Safety net programs that help families meet basic needs, such as Medicaid and the Supplemental Nutrition Assistance Program (SNAP), are key supports for families to overcome economic inequality. Urban research finds policies in the American Rescue Plan Act, including pandemic-related unemployment insurance benefits, expansions to SNAP, and monthly advance payments of the increased child tax credit, would significantly reduce the 2021 poverty rate, particularly for people of color.

But many immigrant families were excluded from early rounds of pandemic-relief legislation. Although recent iterations expanded mixed-status families’ access to economic impact payments, many immigrants continue to be excluded from federally funded safety net programs.

Beyond eligibility restrictions, concerns around immigration status factor into immigrants’ decisions to participate in public programs for which they or a family member may be eligible. Despite the hardships they faced during the pandemic, more than 1 in 4 adults in immigrant families with low incomes (27.5 percent) reported they or a family member avoided noncash benefits or other help with basic needs because of immigration concerns in 2020. Adults in immigrant families with children were more likely to report such avoidance than their counterparts without children.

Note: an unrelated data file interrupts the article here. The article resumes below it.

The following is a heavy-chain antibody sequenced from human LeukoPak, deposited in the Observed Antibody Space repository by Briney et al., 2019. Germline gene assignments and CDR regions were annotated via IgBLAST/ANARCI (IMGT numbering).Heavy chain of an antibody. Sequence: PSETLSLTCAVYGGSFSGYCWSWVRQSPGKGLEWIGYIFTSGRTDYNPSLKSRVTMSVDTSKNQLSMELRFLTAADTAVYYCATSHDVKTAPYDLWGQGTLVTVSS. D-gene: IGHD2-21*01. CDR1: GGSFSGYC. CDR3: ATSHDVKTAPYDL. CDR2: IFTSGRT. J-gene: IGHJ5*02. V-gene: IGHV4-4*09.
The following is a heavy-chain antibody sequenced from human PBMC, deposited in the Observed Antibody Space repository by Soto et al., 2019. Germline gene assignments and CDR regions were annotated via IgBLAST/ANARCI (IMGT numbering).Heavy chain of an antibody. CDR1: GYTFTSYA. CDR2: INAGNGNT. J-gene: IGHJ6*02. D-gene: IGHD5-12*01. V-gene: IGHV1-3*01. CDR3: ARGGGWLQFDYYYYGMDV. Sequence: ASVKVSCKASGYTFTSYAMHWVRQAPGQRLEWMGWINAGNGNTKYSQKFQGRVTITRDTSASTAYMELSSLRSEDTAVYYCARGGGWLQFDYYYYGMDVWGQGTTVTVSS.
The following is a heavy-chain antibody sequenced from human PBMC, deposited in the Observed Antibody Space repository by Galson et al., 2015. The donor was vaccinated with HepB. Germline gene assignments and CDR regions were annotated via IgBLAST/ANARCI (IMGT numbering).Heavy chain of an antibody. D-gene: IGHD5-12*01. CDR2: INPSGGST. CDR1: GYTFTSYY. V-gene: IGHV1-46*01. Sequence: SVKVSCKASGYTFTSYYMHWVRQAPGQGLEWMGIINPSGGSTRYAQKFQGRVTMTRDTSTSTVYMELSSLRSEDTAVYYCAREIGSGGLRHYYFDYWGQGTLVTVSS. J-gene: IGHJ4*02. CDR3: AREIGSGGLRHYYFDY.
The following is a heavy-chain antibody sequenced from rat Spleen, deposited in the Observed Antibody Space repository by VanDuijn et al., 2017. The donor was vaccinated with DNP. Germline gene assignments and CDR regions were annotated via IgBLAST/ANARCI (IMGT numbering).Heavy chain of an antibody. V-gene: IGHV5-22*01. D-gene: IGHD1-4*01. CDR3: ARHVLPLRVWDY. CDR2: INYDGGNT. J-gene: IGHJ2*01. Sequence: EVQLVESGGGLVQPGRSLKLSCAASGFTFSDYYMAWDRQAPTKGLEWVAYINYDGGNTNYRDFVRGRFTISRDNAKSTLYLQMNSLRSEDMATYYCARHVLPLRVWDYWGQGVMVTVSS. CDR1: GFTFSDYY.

Avoidance of safety net programs—which was also occurring before the public charge expansion was finalized—will make it more challenging for these families to recover from the COVID-19 crisis.

How to build trust with immigrant families and diminish immigration-related fears 

More than many states, California has taken steps toward expanding the safety net to more immigrants. Most recently, lawmakers decided to expand Medi-Cal eligibility to undocumented adults ages 50 and older, beginning in 2022. Interviews with immigrant families and service providers in California demonstrate that changing immigration policies, including reversal of the expanded public charge rule, could encourage confidence in accessing safety net programs. With clear and direct messaging, federal and state leaders can reiterate that the public charge expansion has been reversed and show immigrant families they can safely seek benefits for which they or family members qualify. 

The Centers for Medicare and Medicaid Services recently took this step with an informational bulletin that emphasized (PDF) Medicaid benefits have no bearing on immigration status. The bulletin also reminded states of their responsibility to safeguard applicant and beneficiary information.